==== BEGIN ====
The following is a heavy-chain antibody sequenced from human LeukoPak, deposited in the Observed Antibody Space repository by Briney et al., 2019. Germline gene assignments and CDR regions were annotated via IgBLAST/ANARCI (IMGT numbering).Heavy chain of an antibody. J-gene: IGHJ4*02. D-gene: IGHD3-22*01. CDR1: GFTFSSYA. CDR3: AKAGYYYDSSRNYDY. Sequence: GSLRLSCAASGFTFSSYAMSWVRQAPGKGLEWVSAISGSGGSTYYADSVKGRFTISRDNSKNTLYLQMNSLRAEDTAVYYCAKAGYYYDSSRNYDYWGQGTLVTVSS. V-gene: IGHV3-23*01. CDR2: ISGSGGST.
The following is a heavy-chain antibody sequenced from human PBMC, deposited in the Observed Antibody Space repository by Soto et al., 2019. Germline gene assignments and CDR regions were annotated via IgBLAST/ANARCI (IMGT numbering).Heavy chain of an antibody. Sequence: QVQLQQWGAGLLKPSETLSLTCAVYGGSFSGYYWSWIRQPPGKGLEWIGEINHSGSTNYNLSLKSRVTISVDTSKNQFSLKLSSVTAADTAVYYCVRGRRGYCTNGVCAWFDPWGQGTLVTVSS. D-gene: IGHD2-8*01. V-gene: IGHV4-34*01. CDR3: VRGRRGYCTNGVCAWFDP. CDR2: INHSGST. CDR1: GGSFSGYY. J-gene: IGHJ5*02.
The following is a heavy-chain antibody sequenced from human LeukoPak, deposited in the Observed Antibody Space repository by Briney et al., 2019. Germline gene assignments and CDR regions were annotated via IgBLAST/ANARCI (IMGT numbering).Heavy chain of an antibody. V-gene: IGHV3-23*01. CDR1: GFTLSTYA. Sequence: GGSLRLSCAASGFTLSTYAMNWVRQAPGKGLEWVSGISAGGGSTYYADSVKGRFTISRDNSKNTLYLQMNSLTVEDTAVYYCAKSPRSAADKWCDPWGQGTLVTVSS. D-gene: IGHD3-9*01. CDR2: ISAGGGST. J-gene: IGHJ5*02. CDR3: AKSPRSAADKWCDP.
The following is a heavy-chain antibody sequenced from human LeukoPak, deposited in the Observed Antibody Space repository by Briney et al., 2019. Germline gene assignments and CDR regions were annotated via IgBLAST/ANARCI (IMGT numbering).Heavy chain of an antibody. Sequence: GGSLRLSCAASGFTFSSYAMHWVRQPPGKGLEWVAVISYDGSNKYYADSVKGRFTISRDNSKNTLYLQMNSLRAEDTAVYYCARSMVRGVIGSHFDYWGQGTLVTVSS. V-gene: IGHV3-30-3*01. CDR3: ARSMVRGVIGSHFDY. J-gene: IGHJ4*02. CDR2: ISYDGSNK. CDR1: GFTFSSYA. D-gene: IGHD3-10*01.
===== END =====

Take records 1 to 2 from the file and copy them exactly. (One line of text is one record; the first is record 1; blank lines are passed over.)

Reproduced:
The following is a heavy-chain antibody sequenced from human LeukoPak, deposited in the Observed Antibody Space repository by Briney et al., 2019. Germline gene assignments and CDR regions were annotated via IgBLAST/ANARCI (IMGT numbering).Heavy chain of an antibody. J-gene: IGHJ4*02. D-gene: IGHD3-22*01. CDR1: GFTFSSYA. CDR3: AKAGYYYDSSRNYDY. Sequence: GSLRLSCAASGFTFSSYAMSWVRQAPGKGLEWVSAISGSGGSTYYADSVKGRFTISRDNSKNTLYLQMNSLRAEDTAVYYCAKAGYYYDSSRNYDYWGQGTLVTVSS. V-gene: IGHV3-23*01. CDR2: ISGSGGST.
The following is a heavy-chain antibody sequenced from human PBMC, deposited in the Observed Antibody Space repository by Soto et al., 2019. Germline gene assignments and CDR regions were annotated via IgBLAST/ANARCI (IMGT numbering).Heavy chain of an antibody. Sequence: QVQLQQWGAGLLKPSETLSLTCAVYGGSFSGYYWSWIRQPPGKGLEWIGEINHSGSTNYNLSLKSRVTISVDTSKNQFSLKLSSVTAADTAVYYCVRGRRGYCTNGVCAWFDPWGQGTLVTVSS. D-gene: IGHD2-8*01. V-gene: IGHV4-34*01. CDR3: VRGRRGYCTNGVCAWFDP. CDR2: INHSGST. CDR1: GGSFSGYY. J-gene: IGHJ5*02.